On Friday, May 29, 2020, President Trump issued a proclamation that would restrict entry of certain Chinese students and researchers seeking to enter the U.S. in F-1 or J-1 nonimmigrant status. His concern was that the People’s Republic of China’s (“PRC”) “acquisition of sensitive United States technologies and intellectual property to modernize its military is a threat to our Nation’s long-term economic vitality and the safety and security of the American people … The PRC authorities use some Chinese students, mostly post‑graduate students and post-doctorate researchers, to operate as non-traditional collectors of intellectual property. Thus, students or researchers from the PRC studying or researching beyond the undergraduate level who are or have been associated with the [People’s Liberation Army] are at high risk of being exploited or co-opted by the PRC authorities and provide particular cause for concern.”

As of 12:00 PM Eastern Daylight Savings Time on June 1, 2020, any PRC national seeking to enter the United States in F-1 and J-1 status “to study or conduct research in the United States, except for a student seeking to pursue undergraduate study, and who either receives funding from or who currently is employed by, studies at, or conducts research at or on behalf of, or has been employed by, studied at, or conducted research at or on behalf of, an entity in the PRC that implements or supports the PRC's ‘military-civil fusion strategy’” is prohibited from entering the United States. (Note that those entering the United States for undergraduate studies are not restricted.)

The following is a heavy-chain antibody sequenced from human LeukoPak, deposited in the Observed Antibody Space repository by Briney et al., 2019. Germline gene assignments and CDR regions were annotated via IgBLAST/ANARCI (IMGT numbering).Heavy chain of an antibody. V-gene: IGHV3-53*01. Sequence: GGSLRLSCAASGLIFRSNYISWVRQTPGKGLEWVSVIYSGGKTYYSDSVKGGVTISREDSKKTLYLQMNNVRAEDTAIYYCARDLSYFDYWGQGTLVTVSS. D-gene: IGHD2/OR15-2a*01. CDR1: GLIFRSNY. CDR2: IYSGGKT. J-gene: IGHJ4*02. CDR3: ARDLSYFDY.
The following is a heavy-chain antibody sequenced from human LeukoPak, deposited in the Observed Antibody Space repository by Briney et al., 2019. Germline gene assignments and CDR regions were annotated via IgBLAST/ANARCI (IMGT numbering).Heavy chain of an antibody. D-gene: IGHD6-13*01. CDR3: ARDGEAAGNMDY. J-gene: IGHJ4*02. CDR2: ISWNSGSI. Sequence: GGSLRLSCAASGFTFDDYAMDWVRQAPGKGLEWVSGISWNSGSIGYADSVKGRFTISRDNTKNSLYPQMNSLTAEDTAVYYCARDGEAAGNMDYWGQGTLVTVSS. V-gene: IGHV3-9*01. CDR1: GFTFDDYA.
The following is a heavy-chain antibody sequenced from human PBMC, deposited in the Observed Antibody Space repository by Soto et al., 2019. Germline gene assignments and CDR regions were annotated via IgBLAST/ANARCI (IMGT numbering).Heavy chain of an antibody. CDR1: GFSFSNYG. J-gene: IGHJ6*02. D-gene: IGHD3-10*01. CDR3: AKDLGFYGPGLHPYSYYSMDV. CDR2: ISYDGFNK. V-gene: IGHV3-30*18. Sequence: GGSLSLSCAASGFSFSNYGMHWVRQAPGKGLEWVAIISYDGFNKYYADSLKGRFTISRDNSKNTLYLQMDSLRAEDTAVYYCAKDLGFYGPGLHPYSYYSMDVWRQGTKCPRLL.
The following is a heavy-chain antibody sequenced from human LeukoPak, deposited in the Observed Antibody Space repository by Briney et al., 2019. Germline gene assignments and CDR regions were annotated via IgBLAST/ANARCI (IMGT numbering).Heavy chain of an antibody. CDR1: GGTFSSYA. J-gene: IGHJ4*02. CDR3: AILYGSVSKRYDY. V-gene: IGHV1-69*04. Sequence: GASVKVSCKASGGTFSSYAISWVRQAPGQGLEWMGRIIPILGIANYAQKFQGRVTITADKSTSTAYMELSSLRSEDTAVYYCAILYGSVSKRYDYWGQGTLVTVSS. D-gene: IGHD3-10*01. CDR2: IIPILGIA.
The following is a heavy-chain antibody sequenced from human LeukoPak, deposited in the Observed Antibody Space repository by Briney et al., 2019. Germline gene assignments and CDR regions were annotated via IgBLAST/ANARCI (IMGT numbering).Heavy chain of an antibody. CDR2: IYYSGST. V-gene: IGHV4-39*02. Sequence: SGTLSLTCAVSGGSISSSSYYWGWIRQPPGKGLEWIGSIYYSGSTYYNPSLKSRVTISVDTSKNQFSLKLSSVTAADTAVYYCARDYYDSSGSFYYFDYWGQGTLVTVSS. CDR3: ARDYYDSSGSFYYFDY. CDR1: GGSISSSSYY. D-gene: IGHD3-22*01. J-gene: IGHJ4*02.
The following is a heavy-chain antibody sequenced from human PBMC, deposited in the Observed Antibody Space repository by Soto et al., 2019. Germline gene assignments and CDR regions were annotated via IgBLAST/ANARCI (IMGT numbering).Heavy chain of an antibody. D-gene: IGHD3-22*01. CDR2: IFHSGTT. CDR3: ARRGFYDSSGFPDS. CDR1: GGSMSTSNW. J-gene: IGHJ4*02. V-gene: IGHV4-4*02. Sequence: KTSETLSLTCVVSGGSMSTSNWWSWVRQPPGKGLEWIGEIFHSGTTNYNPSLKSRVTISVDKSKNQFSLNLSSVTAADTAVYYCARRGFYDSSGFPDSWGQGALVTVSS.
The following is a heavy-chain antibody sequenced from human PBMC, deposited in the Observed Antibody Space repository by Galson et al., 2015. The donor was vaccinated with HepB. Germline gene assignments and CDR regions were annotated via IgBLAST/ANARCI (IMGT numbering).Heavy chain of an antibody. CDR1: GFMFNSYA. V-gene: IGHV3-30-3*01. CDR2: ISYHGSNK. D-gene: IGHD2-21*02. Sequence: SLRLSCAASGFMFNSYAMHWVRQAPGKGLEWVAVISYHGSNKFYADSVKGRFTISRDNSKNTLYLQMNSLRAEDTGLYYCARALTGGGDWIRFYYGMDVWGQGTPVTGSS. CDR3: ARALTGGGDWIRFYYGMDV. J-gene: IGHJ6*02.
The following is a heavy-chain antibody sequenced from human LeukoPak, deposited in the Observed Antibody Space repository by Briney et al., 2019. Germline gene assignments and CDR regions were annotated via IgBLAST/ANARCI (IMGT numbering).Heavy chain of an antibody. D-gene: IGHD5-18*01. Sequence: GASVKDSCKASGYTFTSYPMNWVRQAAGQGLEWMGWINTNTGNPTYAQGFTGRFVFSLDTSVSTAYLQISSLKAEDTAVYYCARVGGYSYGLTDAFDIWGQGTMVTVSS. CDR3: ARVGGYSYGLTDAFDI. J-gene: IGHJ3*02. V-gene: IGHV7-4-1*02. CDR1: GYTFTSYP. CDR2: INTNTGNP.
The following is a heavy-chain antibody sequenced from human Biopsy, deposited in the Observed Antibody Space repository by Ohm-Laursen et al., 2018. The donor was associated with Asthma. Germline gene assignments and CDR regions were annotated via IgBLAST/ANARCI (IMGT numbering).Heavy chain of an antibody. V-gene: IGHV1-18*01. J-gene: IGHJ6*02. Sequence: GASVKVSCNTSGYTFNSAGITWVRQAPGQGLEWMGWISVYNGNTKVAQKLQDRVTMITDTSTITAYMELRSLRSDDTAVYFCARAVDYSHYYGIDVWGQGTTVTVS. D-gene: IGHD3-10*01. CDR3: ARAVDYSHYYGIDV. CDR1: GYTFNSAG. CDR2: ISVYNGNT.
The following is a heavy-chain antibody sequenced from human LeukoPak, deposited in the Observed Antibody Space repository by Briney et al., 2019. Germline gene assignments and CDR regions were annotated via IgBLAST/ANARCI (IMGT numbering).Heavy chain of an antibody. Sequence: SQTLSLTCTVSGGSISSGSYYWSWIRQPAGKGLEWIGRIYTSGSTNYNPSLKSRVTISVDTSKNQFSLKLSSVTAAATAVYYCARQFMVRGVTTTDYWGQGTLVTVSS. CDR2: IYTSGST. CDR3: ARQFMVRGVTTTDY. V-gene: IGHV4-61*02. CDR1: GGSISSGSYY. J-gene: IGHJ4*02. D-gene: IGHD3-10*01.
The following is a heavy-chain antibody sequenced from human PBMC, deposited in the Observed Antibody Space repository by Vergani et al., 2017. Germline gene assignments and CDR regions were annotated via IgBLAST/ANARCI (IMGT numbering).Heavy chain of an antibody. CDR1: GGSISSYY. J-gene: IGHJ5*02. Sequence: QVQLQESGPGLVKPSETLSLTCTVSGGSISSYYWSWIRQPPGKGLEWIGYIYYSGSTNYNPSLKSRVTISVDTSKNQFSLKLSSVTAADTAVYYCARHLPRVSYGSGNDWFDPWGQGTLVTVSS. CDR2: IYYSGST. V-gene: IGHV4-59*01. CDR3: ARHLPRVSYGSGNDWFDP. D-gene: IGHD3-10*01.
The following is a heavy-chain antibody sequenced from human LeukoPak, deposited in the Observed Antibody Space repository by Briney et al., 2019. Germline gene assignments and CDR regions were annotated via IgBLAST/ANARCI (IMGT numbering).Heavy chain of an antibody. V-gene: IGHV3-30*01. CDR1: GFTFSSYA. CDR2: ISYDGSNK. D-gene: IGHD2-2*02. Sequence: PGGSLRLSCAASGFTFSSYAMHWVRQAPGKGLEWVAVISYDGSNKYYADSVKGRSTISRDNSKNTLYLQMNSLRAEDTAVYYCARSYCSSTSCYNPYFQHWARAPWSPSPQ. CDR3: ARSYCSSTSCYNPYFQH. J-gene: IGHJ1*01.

The term “military-civil fusion strategy” means actions by or at the behest of the PRC to acquire and divert foreign technologies, specifically critical and emerging technologies, to incorporate into and advance the PRC's military capabilities.

Exceptions to this Proclamation include the following:

  • any lawful permanent resident of the United States (“LPR” or green card holder);
  • any spouse of a U.S. citizen or LPR;
  • any member of the U.S. Armed Forces and anyone who is a spouse or child of a member of the U.S. Armed Forces;
  • anyone whose travel falls within the scope of section 11 of the United Nations Headquarters Agreement or who would otherwise be allowed entry into the United States pursuant to United States obligations under applicable international agreements;
  • anyone who is studying or conducting research in a field involving information that would not contribute to the PRC's military‑civil fusion strategy, as determined by the Secretary of State and the Secretary of Homeland Security, in consultation with the appropriate executive departments and agencies (agencies);
  • anyone whose entry would further important U.S. law enforcement objectives, as determined by the Secretary of State, the Secretary of Homeland Security, or their respective designees, based on a recommendation of the Attorney General or his designee; or
  • anyone whose entry would be in the national interest, as determined by the Secretary of State, the Secretary of Homeland Security, or their respective designees.

While no specific termination date has been provided, there is a 60-day review date to determine the effectiveness of the above and whether further action would be needed.

The above contains only highlights of the proclamation and has been provided for informational purposes only. Please contact your Clark Lau LLC attorney to determine whether the above applies to your circumstances.